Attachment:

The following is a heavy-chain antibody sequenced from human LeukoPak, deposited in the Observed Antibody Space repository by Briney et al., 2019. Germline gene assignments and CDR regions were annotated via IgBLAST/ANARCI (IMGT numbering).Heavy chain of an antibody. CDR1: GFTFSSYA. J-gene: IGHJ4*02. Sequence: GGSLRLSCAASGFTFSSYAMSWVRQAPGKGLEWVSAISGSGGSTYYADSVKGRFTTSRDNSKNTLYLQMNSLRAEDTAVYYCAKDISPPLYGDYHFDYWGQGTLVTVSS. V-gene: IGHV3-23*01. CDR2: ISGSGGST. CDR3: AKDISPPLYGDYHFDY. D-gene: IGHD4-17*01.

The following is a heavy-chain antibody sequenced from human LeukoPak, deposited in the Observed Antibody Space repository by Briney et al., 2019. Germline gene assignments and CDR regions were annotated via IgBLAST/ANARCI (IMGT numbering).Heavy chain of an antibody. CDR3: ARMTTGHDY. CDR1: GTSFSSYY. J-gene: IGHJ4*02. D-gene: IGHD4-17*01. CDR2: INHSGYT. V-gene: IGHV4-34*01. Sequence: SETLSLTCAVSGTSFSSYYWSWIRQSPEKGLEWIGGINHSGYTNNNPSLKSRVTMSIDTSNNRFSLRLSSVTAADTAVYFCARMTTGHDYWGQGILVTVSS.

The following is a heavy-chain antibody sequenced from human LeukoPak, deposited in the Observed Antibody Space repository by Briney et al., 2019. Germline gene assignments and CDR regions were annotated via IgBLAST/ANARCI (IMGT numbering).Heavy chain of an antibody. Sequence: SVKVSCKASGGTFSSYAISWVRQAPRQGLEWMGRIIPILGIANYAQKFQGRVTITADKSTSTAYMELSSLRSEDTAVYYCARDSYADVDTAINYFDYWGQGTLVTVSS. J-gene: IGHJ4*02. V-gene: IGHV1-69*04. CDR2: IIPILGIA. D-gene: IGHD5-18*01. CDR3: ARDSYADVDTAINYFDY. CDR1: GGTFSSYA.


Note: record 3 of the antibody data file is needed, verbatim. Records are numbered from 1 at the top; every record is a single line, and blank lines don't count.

The following is a heavy-chain antibody sequenced from human LeukoPak, deposited in the Observed Antibody Space repository by Briney et al., 2019. Germline gene assignments and CDR regions were annotated via IgBLAST/ANARCI (IMGT numbering).Heavy chain of an antibody. Sequence: SVKVSCKASGGTFSSYAISWVRQAPRQGLEWMGRIIPILGIANYAQKFQGRVTITADKSTSTAYMELSSLRSEDTAVYYCARDSYADVDTAINYFDYWGQGTLVTVSS. J-gene: IGHJ4*02. V-gene: IGHV1-69*04. CDR2: IIPILGIA. D-gene: IGHD5-18*01. CDR3: ARDSYADVDTAINYFDY. CDR1: GGTFSSYA.